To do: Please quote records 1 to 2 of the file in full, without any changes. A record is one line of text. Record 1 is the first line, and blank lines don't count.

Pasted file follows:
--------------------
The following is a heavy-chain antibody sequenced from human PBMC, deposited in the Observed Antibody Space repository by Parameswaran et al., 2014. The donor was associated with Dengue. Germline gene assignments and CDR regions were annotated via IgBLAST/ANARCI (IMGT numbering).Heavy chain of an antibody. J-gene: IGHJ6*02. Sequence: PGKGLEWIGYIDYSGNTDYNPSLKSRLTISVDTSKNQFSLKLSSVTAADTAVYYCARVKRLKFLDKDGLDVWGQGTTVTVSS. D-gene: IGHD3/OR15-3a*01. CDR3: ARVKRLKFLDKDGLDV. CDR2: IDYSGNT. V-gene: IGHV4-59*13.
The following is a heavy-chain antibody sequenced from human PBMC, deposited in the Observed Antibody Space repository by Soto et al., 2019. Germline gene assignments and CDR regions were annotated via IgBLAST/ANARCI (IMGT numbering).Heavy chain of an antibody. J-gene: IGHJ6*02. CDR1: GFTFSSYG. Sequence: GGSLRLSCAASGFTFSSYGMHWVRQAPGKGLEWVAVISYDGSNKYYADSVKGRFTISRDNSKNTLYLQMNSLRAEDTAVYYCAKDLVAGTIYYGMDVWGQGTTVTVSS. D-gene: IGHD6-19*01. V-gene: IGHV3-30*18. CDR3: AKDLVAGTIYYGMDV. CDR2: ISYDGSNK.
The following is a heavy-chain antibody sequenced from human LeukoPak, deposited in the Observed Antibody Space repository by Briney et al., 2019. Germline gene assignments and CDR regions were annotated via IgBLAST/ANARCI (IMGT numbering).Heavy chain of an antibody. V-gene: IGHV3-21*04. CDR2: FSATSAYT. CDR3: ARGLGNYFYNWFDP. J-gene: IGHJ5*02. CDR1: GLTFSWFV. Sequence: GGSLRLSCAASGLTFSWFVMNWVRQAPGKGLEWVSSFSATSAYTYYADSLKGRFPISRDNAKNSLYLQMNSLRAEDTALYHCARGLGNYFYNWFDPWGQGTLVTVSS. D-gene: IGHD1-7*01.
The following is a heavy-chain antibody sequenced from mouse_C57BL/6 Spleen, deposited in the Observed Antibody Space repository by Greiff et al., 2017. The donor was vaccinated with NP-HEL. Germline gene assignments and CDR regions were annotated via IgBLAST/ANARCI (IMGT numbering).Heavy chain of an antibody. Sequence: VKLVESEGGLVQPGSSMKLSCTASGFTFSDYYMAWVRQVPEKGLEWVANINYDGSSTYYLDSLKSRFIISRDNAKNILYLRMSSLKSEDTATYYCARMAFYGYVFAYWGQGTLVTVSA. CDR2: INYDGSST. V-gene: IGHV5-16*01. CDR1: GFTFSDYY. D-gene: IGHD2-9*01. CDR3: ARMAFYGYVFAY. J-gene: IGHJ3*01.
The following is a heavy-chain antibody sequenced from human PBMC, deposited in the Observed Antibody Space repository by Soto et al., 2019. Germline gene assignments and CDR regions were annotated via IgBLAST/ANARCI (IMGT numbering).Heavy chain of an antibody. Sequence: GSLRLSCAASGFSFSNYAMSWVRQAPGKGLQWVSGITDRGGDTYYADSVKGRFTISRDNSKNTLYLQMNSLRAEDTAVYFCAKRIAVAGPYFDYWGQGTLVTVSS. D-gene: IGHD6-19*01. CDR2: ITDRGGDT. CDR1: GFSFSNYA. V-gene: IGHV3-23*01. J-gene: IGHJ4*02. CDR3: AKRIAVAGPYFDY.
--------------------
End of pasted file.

The following is a heavy-chain antibody sequenced from human PBMC, deposited in the Observed Antibody Space repository by Parameswaran et al., 2014. The donor was associated with Dengue. Germline gene assignments and CDR regions were annotated via IgBLAST/ANARCI (IMGT numbering).Heavy chain of an antibody. J-gene: IGHJ6*02. Sequence: PGKGLEWIGYIDYSGNTDYNPSLKSRLTISVDTSKNQFSLKLSSVTAADTAVYYCARVKRLKFLDKDGLDVWGQGTTVTVSS. D-gene: IGHD3/OR15-3a*01. CDR3: ARVKRLKFLDKDGLDV. CDR2: IDYSGNT. V-gene: IGHV4-59*13.
The following is a heavy-chain antibody sequenced from human PBMC, deposited in the Observed Antibody Space repository by Soto et al., 2019. Germline gene assignments and CDR regions were annotated via IgBLAST/ANARCI (IMGT numbering).Heavy chain of an antibody. J-gene: IGHJ6*02. CDR1: GFTFSSYG. Sequence: GGSLRLSCAASGFTFSSYGMHWVRQAPGKGLEWVAVISYDGSNKYYADSVKGRFTISRDNSKNTLYLQMNSLRAEDTAVYYCAKDLVAGTIYYGMDVWGQGTTVTVSS. D-gene: IGHD6-19*01. V-gene: IGHV3-30*18. CDR3: AKDLVAGTIYYGMDV. CDR2: ISYDGSNK.